The video shows Lawrence Lebowitz, Vice President for Marketing for the law firm of Cohen & Grigsby, together with a panel of the law firm's attorneys, explaining to an audience of employers how to use loopholes in the laws governing the work visas to hire foreign workers in place of Americans. Lebowitz says, "our goal is clearly, not to find a qualified and interested US worker."

Cohen & Grigsby's legal experts describe the strategy for ensuring that no American firm has to hire an American. The advertising requirements can be met by advertising the job in obscure or ethnic newspapers in locations where there are no likely job candidates. If a qualified American candidate turns up, "have the manager of that specific position step in and . . . go through the whole process to find a legal basis to disqualify them for this position--in most cases there doesn't seem to be a problem."

The "prevailing wage" requirement is evaded, for example, by making the offered salary and raises contingent on receipt of the green card, usually 3 or 4 years away, or by disguising the job by understating the job requirements. For example, a job requiring an advanced degree can be listed as requiring a bachelor's degree, but filled with a foreigner with a higher degree. As the higher degree is not listed as a job requirement, the employer is able to secure the foreign employee below the prevailing wage.

University of California computer science professor Norman Matloff has an excellent presentation available at his online site about the lack of impediments to the ability of US firms to replace their American employees with foreigners. Matloff says to keep in mind that Cohen & Grigsby "is NOT a rogue law firm." The advice provided by Cohen & Grigsby is the standard advice given by the hoards of immigration attorneys who are personally cleaning up by putting Americans out of work.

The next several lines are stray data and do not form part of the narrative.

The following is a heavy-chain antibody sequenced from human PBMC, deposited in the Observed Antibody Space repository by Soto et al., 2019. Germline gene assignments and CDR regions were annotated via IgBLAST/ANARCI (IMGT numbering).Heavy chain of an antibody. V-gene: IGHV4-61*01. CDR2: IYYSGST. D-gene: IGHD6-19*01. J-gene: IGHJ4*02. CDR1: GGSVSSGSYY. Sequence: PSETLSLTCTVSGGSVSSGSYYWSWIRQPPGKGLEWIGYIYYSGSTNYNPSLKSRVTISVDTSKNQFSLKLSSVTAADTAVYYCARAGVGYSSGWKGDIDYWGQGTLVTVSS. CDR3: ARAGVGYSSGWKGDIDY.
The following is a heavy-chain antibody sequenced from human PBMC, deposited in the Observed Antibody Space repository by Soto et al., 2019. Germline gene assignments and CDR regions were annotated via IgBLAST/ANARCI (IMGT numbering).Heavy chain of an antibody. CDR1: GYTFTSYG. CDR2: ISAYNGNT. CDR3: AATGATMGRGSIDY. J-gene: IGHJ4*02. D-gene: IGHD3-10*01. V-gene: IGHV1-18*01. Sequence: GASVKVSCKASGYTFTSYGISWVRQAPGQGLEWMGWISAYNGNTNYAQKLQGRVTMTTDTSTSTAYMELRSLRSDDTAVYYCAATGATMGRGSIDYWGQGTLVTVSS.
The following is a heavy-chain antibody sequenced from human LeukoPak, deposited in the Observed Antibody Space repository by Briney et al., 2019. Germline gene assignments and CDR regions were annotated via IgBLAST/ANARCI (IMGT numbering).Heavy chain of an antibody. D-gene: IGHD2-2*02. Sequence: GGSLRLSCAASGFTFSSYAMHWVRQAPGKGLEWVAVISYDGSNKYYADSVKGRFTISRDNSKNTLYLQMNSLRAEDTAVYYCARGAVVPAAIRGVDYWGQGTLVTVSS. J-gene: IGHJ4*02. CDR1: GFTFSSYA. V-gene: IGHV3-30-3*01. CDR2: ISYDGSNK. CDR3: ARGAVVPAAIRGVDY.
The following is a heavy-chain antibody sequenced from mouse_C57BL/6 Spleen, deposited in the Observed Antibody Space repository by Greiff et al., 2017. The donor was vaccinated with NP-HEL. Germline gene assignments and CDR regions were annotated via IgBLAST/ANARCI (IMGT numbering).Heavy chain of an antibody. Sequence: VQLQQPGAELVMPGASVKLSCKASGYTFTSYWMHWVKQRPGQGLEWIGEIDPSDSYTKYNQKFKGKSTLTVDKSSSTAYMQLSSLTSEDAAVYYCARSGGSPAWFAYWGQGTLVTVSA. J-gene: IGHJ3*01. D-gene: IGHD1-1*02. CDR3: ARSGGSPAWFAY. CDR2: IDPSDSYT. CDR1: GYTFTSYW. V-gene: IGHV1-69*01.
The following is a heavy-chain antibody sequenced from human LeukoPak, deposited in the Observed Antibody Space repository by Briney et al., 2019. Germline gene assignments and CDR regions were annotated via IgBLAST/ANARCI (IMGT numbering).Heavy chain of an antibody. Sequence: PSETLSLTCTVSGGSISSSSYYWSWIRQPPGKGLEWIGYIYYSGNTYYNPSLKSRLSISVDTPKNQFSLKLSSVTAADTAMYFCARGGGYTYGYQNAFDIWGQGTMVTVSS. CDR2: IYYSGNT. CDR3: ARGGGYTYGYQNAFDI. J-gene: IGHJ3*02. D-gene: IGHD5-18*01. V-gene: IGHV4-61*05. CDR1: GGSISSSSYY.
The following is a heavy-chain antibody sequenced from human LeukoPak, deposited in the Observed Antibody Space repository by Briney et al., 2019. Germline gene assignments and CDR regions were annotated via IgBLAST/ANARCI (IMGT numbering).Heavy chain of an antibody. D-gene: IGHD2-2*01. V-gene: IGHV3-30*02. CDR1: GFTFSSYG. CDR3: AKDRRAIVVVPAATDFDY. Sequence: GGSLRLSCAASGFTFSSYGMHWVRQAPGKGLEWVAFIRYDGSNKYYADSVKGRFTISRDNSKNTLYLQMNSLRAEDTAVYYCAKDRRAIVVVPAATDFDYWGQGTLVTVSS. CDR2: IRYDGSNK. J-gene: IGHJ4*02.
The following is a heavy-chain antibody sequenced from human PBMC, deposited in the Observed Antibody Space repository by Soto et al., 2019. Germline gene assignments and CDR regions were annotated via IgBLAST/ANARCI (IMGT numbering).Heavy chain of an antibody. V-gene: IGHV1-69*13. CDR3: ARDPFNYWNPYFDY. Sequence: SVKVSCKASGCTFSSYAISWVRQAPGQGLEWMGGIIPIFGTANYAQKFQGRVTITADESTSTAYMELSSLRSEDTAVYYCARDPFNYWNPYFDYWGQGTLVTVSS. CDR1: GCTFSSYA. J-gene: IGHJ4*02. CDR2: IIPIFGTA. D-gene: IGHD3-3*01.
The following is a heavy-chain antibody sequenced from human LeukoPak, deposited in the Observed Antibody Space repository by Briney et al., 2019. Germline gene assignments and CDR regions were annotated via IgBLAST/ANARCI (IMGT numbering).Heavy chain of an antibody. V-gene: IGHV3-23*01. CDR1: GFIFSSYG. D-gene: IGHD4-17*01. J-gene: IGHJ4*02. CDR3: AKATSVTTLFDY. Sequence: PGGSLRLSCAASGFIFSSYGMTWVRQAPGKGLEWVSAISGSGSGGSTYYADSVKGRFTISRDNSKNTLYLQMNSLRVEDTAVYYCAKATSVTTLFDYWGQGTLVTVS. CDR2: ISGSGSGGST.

Except for Lou Dobbs on CNN, the US TV and print media have so far ignored the astounding story. Where are the headlines: "US Jobs: No American Need Apply"?

Chances are high that economists will ignore the story also.
Economists have made fools of themselves with their hyped claims that jobs offshoring is a great benefit to America and that any attempt to stop it would bring hardship, failed companies, and lost American jobs. When a profession gets egg all over its face, it closes ranks and goes into denial.

Unlike the post-depression generation of US economists, recent generations of economists have been indoctrinated with confidence in business. They believe that business knows best and that the free market will prevent or correct any mistakes. Many economists today are well paid shills for special interests. Others, simply careless, have assumed that statistical measures of high rates of US productivity and GDP growth were indications of the benefits that offshoring was bringing to Americans.

Only a few economists, such as myself and Charles McMillion, noticed the inconsistency between alleged high rates of productivity and GDP growth on one hand and stagnant real median incomes and rising income inequality on the other. Somehow the US economy was having GDP and productivity growth that was not showing up in growth in the incomes of Americans.

Thanks to economist Susan N. Houseman and the March 22 issue of Business Week, we now know, as I reported in the print edition of CounterPunch (June 1-15, 2007) and on online at vdare.com, that much of the growth in US productivity and GDP was an illusion created by statistics that mistakenly attributed productivity gains achieved abroad to the US economy.

With the ladders of upward mobility for Americans dismantled by offshoring and work visas, with the very real problems in mortgage and housing markets, with the very real stress put on the US dollar's reserve currency role by Bush's trillion dollar war that is financed by foreigners, with the downward revisions in US GDP and productivity growth that are now mandatory, and with a variety of other problems that I haven't the space to deal with, the fabled US economy is a thing of the past.

Just like America's prestige. Just like the world's goodwill toward America. Just like American liberty.

The eyes of all peoples are still upon us, only for different reasons. Whom will we attack next? When will we be bankrupt? What good is the American consumer market when the mass of the people are employed in third world jobs? How much longer will those trillions of dollars held by foreign governments be worth anything? How long before Americans will be knocking on European doors claiming political asylum.

Paul Craig Roberts was Assistant Secretary of the Treasury in the Reagan administration. He was Associate Editor of the Wall Street Journal editorial page and Contributing Editor of National Review. He is coauthor of The Tyranny of Good Intentions.He can be reached at: PaulCraigRoberts@yahoo.com


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Understanding the After Effects of Wartime